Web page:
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Climate Crisis Report

Climate Crisis Report - June 2024
By Rod Elder
Posted: 2024-06-04T20:33:18Z

"What you do makes a difference, and you have to decide what kind of difference you want to make.” — Jane Goodall. We all need to take actions to make a difference in the fight to deal with the changing climate.


1. Students at the University of Middle Tennessee have installed a full plug-in hybrid kit in a stock 1994 Honda Accord. The setup gives between 50 and 100 percent better gas mileage with two electric motors delivering power directly to the rear wheels, leaving the engine-powered front wheels to work with little effort. The price of all the parts is about $3,000 and can be applied to almost any car. A production version is not yet available.

 2. Renewable energy now exceeds more than 30 percent of the world’s electricity supply, following a fast rise in solar and wind power. “The renewables future has arrived,” said Dave Jones, Ember’s global insights director. “Solar, in particular, is accelerating faster than anyone thought possible.”

3. Climeworks, a Swiss start-up, opened the biggest carbon absorbing plant in the world in Iceland. The plant is designed to remove 36,000 metric tons of carbon from the atmosphere each year, the equivalent of taking 8,600 cars off the road. This a good step, but the carbon captured is only about 1% of the annual carbon emissions of a single typical coal-fired power plant. Luckily, several other carbon-sequestering plants are already in the works. One in Texas should capture 500,000 metric tons of carbon each year, while another in Louisiana should remove 1 million tons, and a third in Wyoming is designed to sequester 5 million tons per year. Combined, they would be equal to removing approximately 1,190,000 cars from the roads.

4. Oakland California became first city in the country to have a completely electric school bus fleet.

5. Claudia Sheinbaum has been elected president of Mexico and has promised a state-led energy transition. She was part of the United Nations panel of climate scientists that received a Nobel Peace Prize for contributing to the Intergovernmental Panel on Climate Change. As an academic, she has authored over 100 articles and two books on energy and the environment. The election comes on the heels of a deadly heat wave and a climate-fueled water crisis that could see Mexico City run out of water as early as next month.


1. At a recent dinner with oil company executives Donald Trump said the following: “You all are wealthy enough that you should raise $1 billion to return me to the White House.” At the dinner, he made the following climate related promises if elected.

a. He vowed to immediately reverse dozens of the current administration's environmental rules and policies and stop new ones from being enacted.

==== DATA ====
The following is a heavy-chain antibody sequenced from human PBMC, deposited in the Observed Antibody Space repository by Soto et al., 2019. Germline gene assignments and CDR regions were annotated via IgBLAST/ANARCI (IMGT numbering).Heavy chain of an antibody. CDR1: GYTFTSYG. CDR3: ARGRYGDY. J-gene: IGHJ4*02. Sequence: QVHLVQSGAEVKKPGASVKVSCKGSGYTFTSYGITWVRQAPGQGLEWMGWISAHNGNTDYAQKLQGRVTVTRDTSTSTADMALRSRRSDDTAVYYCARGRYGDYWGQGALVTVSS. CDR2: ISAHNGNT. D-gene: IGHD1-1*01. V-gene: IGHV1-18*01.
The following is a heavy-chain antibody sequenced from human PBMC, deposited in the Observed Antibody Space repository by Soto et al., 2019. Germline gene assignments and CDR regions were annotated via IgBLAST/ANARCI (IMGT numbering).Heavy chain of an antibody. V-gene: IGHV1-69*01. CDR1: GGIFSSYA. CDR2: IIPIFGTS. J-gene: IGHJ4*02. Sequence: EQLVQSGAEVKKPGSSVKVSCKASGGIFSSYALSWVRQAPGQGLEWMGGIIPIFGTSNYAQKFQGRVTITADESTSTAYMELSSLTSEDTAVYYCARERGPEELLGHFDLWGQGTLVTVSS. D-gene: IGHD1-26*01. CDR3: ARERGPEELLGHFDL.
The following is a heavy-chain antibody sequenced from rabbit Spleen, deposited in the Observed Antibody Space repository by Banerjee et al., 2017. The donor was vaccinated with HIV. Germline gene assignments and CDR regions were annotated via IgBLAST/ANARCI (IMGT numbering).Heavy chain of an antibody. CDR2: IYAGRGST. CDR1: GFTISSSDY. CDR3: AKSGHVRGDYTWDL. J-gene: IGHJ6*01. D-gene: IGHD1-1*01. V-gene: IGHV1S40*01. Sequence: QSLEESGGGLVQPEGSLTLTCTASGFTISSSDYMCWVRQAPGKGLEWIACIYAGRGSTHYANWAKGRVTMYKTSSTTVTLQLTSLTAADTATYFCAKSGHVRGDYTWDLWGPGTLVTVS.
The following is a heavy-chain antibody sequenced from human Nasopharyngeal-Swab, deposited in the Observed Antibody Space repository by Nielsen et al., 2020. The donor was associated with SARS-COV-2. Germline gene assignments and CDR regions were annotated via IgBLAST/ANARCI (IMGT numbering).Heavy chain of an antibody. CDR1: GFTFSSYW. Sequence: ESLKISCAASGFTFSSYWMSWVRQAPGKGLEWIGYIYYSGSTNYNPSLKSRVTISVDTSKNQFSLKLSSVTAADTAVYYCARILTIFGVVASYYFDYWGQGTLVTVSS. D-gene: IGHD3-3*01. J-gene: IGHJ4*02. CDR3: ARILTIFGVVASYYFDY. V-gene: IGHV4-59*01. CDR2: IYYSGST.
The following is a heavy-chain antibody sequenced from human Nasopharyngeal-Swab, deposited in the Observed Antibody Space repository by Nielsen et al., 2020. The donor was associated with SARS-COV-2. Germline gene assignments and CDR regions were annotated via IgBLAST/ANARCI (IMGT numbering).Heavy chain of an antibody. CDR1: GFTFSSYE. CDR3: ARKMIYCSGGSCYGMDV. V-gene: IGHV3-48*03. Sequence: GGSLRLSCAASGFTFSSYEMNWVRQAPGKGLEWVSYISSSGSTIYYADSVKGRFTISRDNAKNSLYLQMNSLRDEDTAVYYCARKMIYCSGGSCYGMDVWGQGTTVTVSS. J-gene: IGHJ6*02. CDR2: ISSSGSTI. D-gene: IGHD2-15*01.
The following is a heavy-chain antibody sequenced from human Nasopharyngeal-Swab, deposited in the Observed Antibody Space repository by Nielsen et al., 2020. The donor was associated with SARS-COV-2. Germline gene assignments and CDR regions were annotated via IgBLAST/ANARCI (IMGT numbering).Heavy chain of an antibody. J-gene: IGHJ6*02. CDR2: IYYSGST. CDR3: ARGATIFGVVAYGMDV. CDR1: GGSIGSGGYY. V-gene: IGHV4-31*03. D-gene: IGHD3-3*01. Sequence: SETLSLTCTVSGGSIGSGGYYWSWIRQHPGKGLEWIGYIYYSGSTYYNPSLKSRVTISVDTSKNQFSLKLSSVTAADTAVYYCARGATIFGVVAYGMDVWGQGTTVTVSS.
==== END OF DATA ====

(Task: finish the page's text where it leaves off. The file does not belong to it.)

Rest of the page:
b. He would end the current freeze on permits for new liquefied natural gas exports.

c. He would start auctioning off more leases for oil drilling in the Gulf of Mexico.

d. He would reverse the restrictions on drilling in the Alaskan Arctic.

e. He would scrap Biden’s “mandate” on electric vehicles.

2. It is a fact that growing cattle is very bad for the climate for multiple reasons. Advancements have been made in growing meat in labs that is actual meat without the environmental downsides. Eating meat grown in a lab in place of traditional meat has the potential to reduce carbon emissions.  Florida Governor Ron DeSantis has announced a ban on the selling and distribution of lab-grown meat in the state, the first law of its kind in the United States.

3. Consol Energy aims to be a leading force in slowing the shift to renewable energy and expects growth in coal power. They reason that there will be large growth in electricity demand is due to expected growth in artificial intelligence, power for electric vehicles, heat pumps and the manufacturing of microchips, EVs and batteries. A Wall Street Journal article's headline read, “Renewables can’t keep up with growth, which means more coal and more emissions.”

4. Acceleration of global warming is now hard to deny. Dr James Hansen interprets acceleration of warming since 2010 to be a consequence of decreasing global aerosols, with a significant contribution from reduction of ship aerosols due to the strict 2020 emission limit imposed by the International Maritime Organization. Aerosols are fine particles suspended in the air. These aerosols reflect incoming solar energy and result in less heating.

5. A study published by the National Academy of Sciences shows evidence of “vigorous melting” at Antarctica's Thwaits (“doomsday”) glacier. For the first time, there is evidence that shows warm seawater is pumping underneath the glacier. The study also suggests the entire Antarctic Ice Sheet is more vulnerable to a warming ocean than previously thought and may “require a reassessment of sea-level rise projections.” “Thwaites contains the equivalent of 2 feet of sea-level rise,” said study co-author Christine Dow of the University of Waterloo. The worry is that we are underestimating the speed that the glacier is changing, which would be devastating for coastal communities around the world. The melt will take decades, not centuries. The melt rate depends on whether our climate keeps getting warmer, which is completely on us and how we manage the planet.

Action Item

Recent polling shows that a majority of U.S. voters are concerned about the climate crisis. You could help by communicating with anyone running for office, from local officials to the president, and remind them to emphasize their positive climate actions in their campaigns.